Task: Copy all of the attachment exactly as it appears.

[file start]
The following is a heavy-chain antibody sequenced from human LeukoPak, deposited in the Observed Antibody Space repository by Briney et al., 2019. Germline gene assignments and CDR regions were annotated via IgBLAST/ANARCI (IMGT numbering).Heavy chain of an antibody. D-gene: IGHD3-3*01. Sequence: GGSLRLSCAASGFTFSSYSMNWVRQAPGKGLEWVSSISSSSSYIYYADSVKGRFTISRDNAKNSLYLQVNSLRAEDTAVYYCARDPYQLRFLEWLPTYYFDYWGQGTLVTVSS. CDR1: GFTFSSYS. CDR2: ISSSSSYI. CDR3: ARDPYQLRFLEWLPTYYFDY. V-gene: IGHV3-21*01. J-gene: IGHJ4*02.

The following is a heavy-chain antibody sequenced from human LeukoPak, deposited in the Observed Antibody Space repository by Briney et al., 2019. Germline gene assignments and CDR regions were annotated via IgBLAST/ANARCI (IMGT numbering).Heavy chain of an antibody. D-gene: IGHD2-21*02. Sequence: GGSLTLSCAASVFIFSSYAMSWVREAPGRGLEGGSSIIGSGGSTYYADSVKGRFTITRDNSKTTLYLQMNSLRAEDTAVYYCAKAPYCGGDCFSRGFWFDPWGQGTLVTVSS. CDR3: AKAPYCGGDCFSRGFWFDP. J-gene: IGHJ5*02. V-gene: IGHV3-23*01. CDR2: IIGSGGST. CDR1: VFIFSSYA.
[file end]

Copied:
The following is a heavy-chain antibody sequenced from human LeukoPak, deposited in the Observed Antibody Space repository by Briney et al., 2019. Germline gene assignments and CDR regions were annotated via IgBLAST/ANARCI (IMGT numbering).Heavy chain of an antibody. D-gene: IGHD3-3*01. Sequence: GGSLRLSCAASGFTFSSYSMNWVRQAPGKGLEWVSSISSSSSYIYYADSVKGRFTISRDNAKNSLYLQVNSLRAEDTAVYYCARDPYQLRFLEWLPTYYFDYWGQGTLVTVSS. CDR1: GFTFSSYS. CDR2: ISSSSSYI. CDR3: ARDPYQLRFLEWLPTYYFDY. V-gene: IGHV3-21*01. J-gene: IGHJ4*02.

The following is a heavy-chain antibody sequenced from human LeukoPak, deposited in the Observed Antibody Space repository by Briney et al., 2019. Germline gene assignments and CDR regions were annotated via IgBLAST/ANARCI (IMGT numbering).Heavy chain of an antibody. D-gene: IGHD2-21*02. Sequence: GGSLTLSCAASVFIFSSYAMSWVREAPGRGLEGGSSIIGSGGSTYYADSVKGRFTITRDNSKTTLYLQMNSLRAEDTAVYYCAKAPYCGGDCFSRGFWFDPWGQGTLVTVSS. CDR3: AKAPYCGGDCFSRGFWFDP. J-gene: IGHJ5*02. V-gene: IGHV3-23*01. CDR2: IIGSGGST. CDR1: VFIFSSYA.